Skip to main content

Government Debt Rises: You Can't Blame Biden (or Trump)

The U.S. keeps taking on debt like a college kid with their first credit card. A new study shows something about that which may shock you.
  • Author:
  • Publish date:

U.S. government debt has exploded from $370 billion to $31 trillion since 1970, with our leaders unwilling to raise taxes to match spending increases.

It hasn’t mattered which party is in the White House: both have found it difficult to lift taxes but easy to boost spending.

The presidents during the 1970-2022 period include:

· Republican Richard Nixon (1970-74),

· Republican Gerald Ford (1974-77),

· Democrat Jimmy Carter (1977-1981),

· Republican Ronald Reagan (1981-89),

· Republican George H.W. Bush (1989-1993),

· Democrat Bill Clinton (1993-2001),

· Republican George W. Bush (2001-2009),

· Democrat Barack Obama (2009-2017),

· Republican Donald Trump (2017-2021),

· Democrat Joe Biden (2021-22).

One way to compare debt during different periods is to look at the ratio of debt-to-GDP. That has soared from 35% in 1970 to 121% in the second quarter. Many economists say that when the ratio exceeds 100%, a debt crisis is likely.

Trump Biden Lead

Impact of Rising Interest Rates

The surge of interest rates this year represents a major problem, as it pushes the government’s debt higher. That’s because the government has to continually issue bonds to finance the debt, and interest owed on the bonds just increases that debt.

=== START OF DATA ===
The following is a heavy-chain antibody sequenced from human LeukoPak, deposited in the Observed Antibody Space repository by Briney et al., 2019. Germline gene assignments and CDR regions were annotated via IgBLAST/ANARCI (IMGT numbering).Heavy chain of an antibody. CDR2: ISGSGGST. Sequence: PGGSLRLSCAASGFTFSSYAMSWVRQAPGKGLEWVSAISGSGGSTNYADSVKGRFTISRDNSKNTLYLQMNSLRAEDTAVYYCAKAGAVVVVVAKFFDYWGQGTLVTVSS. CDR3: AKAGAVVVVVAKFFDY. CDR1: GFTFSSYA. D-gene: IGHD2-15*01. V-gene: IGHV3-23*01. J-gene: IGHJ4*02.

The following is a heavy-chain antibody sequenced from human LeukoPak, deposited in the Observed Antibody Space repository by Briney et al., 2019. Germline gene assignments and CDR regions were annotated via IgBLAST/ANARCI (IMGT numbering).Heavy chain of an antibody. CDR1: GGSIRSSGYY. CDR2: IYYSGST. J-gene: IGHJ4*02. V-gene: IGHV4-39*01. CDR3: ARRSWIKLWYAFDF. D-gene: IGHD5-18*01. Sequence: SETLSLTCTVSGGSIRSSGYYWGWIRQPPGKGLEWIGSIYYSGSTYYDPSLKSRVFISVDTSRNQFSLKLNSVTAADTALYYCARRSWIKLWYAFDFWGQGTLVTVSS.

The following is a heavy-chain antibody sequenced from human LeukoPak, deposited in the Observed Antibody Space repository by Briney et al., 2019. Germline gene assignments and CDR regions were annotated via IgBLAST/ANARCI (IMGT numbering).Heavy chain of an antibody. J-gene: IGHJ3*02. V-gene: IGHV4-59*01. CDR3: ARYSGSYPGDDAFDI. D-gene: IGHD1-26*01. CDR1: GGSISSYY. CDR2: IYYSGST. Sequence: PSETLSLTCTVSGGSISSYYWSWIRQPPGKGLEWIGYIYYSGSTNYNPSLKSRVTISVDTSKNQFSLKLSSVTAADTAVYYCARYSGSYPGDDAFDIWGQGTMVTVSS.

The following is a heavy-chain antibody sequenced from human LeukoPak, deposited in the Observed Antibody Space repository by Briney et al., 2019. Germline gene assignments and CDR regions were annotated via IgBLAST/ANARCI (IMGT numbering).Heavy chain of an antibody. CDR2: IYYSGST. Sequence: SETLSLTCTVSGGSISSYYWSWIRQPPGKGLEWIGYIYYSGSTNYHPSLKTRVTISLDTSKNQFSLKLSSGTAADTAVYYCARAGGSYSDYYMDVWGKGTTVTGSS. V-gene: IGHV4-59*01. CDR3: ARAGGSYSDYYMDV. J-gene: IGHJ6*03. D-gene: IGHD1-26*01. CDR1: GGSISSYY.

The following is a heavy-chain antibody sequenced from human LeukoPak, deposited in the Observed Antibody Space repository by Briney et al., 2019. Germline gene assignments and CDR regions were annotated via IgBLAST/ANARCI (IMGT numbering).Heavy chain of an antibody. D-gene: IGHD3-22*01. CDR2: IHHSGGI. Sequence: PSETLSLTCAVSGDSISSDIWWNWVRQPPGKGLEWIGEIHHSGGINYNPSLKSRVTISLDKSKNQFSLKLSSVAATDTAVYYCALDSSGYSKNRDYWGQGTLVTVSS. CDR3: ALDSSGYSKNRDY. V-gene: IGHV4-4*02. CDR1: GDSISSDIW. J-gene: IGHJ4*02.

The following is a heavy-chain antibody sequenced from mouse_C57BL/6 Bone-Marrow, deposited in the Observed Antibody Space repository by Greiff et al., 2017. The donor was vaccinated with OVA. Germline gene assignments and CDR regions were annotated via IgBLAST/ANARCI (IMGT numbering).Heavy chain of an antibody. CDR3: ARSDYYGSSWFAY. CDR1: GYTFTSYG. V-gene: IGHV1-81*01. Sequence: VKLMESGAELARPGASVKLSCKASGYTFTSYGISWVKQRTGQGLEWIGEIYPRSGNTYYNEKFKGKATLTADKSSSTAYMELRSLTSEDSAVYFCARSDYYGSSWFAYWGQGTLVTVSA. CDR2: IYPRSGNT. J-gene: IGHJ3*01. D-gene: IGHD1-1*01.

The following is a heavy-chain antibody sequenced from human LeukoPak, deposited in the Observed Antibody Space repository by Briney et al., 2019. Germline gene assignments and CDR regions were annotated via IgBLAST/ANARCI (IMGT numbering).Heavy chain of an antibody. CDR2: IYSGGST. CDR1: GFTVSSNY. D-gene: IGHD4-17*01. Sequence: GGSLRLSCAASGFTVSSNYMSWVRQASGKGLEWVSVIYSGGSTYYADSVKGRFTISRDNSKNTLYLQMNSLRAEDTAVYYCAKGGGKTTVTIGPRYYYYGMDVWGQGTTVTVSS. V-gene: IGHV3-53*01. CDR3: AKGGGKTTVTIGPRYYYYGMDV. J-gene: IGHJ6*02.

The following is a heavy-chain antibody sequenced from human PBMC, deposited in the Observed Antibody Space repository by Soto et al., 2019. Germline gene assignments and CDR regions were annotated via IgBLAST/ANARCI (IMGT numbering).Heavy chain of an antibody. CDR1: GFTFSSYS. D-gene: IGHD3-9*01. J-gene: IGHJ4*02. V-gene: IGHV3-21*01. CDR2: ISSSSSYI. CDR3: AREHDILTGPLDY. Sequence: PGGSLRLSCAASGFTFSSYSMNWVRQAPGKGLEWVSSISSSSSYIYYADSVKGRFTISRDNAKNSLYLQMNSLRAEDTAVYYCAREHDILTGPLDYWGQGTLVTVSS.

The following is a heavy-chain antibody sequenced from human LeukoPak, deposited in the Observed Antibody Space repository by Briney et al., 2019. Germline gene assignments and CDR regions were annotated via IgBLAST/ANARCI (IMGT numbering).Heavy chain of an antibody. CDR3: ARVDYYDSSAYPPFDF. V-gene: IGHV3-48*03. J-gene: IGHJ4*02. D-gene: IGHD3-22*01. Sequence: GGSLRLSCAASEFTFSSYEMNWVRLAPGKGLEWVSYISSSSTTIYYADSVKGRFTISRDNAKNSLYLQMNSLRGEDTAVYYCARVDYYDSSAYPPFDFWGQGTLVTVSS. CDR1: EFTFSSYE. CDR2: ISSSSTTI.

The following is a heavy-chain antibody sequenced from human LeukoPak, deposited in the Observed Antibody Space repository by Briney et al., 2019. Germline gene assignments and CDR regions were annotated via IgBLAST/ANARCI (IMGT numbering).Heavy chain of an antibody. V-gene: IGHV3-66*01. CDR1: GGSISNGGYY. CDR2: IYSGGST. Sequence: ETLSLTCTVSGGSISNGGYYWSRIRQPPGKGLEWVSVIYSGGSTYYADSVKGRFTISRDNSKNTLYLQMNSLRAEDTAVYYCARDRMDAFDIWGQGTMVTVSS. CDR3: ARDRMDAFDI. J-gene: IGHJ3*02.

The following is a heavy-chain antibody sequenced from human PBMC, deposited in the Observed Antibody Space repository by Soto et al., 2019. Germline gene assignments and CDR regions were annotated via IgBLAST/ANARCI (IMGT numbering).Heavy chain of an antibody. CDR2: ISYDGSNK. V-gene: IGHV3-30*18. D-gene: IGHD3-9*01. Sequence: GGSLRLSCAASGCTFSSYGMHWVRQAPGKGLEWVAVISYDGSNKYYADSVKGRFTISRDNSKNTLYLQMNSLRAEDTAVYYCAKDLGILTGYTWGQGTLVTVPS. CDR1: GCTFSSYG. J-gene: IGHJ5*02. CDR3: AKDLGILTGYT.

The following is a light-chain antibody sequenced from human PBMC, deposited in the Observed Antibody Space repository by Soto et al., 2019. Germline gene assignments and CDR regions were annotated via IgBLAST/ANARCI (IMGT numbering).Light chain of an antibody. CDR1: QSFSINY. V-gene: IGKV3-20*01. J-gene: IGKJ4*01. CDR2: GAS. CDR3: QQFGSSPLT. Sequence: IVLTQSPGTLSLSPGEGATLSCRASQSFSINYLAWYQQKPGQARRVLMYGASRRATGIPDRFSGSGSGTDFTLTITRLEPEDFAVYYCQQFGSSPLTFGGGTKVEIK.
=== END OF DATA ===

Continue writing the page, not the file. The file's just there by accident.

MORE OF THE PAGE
The 10-year Treasury bond yield has jumped 2.21 percentage points so far this year to 3.72%.

“So many of the concerns we’ve had about our growing debt path are starting to show themselves, as we both grow our debt and grow our rates of interest,” Michael Peterson, chief executive of the Peter Peterson Foundation, which promotes deficit reduction, told The New York Times.

“Too many people were complacent about our debt path in part because rates were so low.”

The current debt total is “jaw-dropping and a real cause for concern,” Maya MacGuineas, president of the Committee for a Responsible Federal Budget, told The Wall Street Journal.

“It is the result of both borrowing for really important crises, most notably the covid pandemic, but also trillions and trillions of borrowing for no reason other than politicians have stopped being willing to pay the bills.”

Congressional Budget Office Sees Danger

The Congressional Budget Office outlined the danger of a rising debt burden in a May report. “The likelihood of a fiscal crisis in the United States would increase,” the CBO said.

“Specifically, the risk would rise of investors losing confidence in the U.S. government’s ability to service and repay its debt, causing interest rates to increase abruptly and inflation to spiral upward, or other disruptions.”

Further, “the likelihood of less abrupt, but still significant, adverse effects—such as expectations of higher inflation, an erosion of confidence in the dollar as a reserve currency, and more difficulty in financing public and private activity in international markets—would increase,” the report said.

And the debt buildup could make the government reluctant to increase spending or cut taxes at a time of economic weakness.

“Policymakers might feel constrained from implementing deficit-financed fiscal policy to respond to unforeseen events or for other purposes, such as to promote economic activity or strengthen national defense,” the CBO said.